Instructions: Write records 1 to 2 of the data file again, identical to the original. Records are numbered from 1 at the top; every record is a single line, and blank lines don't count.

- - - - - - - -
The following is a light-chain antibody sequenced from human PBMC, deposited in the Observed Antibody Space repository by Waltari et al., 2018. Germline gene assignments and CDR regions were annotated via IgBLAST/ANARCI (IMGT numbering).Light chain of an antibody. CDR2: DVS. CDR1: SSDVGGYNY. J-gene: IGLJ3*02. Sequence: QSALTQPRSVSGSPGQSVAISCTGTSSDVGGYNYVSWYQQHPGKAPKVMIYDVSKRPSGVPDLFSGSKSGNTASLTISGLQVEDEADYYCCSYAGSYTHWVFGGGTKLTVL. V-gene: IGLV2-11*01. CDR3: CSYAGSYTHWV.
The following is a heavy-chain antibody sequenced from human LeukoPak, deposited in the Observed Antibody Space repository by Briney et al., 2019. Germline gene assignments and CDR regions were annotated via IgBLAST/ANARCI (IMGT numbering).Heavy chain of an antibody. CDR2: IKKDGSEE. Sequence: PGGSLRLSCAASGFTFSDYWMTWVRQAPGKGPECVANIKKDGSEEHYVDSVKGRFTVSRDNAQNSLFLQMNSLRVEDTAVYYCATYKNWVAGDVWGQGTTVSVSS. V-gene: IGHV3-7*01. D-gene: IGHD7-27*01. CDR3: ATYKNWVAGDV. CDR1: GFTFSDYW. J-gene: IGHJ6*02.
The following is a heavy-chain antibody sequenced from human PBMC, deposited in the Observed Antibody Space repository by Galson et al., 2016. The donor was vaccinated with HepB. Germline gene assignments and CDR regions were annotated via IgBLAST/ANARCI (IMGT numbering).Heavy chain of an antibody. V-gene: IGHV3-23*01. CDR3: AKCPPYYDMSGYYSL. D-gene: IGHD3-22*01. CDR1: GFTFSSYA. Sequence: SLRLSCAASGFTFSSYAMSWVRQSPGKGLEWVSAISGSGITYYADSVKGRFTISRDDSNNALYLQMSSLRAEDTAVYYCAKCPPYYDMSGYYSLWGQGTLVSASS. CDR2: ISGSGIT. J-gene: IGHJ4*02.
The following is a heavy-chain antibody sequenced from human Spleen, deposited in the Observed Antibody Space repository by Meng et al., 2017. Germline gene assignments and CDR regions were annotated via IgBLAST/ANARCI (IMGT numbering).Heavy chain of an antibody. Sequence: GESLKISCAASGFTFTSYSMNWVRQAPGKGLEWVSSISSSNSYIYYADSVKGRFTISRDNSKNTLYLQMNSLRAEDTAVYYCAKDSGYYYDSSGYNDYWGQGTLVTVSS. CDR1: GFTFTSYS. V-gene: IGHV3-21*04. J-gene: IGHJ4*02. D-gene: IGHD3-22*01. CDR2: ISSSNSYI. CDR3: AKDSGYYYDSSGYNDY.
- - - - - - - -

The following is a light-chain antibody sequenced from human PBMC, deposited in the Observed Antibody Space repository by Waltari et al., 2018. Germline gene assignments and CDR regions were annotated via IgBLAST/ANARCI (IMGT numbering).Light chain of an antibody. CDR2: DVS. CDR1: SSDVGGYNY. J-gene: IGLJ3*02. Sequence: QSALTQPRSVSGSPGQSVAISCTGTSSDVGGYNYVSWYQQHPGKAPKVMIYDVSKRPSGVPDLFSGSKSGNTASLTISGLQVEDEADYYCCSYAGSYTHWVFGGGTKLTVL. V-gene: IGLV2-11*01. CDR3: CSYAGSYTHWV.
The following is a heavy-chain antibody sequenced from human LeukoPak, deposited in the Observed Antibody Space repository by Briney et al., 2019. Germline gene assignments and CDR regions were annotated via IgBLAST/ANARCI (IMGT numbering).Heavy chain of an antibody. CDR2: IKKDGSEE. Sequence: PGGSLRLSCAASGFTFSDYWMTWVRQAPGKGPECVANIKKDGSEEHYVDSVKGRFTVSRDNAQNSLFLQMNSLRVEDTAVYYCATYKNWVAGDVWGQGTTVSVSS. V-gene: IGHV3-7*01. D-gene: IGHD7-27*01. CDR3: ATYKNWVAGDV. CDR1: GFTFSDYW. J-gene: IGHJ6*02.